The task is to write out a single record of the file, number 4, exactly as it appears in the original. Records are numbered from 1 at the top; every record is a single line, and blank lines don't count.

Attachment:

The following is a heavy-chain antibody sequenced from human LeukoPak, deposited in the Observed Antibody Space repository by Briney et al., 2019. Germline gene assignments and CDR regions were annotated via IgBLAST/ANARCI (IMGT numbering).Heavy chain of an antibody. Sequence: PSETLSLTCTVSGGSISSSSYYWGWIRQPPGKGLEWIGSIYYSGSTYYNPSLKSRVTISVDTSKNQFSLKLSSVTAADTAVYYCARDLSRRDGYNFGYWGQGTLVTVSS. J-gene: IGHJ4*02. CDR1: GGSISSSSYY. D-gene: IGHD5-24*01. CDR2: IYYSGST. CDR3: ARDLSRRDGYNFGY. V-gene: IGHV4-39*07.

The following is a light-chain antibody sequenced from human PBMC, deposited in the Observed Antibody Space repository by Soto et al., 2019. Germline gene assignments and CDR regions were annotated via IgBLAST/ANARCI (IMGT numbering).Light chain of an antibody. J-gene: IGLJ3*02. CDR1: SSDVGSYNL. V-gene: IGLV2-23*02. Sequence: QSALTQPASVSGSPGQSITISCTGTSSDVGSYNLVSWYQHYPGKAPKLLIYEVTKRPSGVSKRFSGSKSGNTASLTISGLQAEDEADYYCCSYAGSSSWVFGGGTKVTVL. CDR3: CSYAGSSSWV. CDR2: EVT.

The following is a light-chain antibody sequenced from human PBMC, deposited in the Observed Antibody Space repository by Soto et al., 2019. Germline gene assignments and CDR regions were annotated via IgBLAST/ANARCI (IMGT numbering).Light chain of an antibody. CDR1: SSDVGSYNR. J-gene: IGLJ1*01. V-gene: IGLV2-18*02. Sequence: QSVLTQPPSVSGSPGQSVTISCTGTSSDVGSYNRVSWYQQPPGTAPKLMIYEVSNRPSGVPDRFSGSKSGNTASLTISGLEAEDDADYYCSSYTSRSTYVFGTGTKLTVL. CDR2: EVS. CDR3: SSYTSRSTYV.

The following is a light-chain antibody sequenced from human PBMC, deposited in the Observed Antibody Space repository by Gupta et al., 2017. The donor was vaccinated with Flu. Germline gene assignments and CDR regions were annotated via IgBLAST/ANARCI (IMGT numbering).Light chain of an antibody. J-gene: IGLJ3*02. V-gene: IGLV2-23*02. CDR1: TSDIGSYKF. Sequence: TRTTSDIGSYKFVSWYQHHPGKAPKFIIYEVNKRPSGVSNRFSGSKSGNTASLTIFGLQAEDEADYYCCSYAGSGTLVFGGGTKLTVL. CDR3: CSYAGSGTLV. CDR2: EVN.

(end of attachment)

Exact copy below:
The following is a light-chain antibody sequenced from human PBMC, deposited in the Observed Antibody Space repository by Gupta et al., 2017. The donor was vaccinated with Flu. Germline gene assignments and CDR regions were annotated via IgBLAST/ANARCI (IMGT numbering).Light chain of an antibody. J-gene: IGLJ3*02. V-gene: IGLV2-23*02. CDR1: TSDIGSYKF. Sequence: TRTTSDIGSYKFVSWYQHHPGKAPKFIIYEVNKRPSGVSNRFSGSKSGNTASLTIFGLQAEDEADYYCCSYAGSGTLVFGGGTKLTVL. CDR3: CSYAGSGTLV. CDR2: EVN.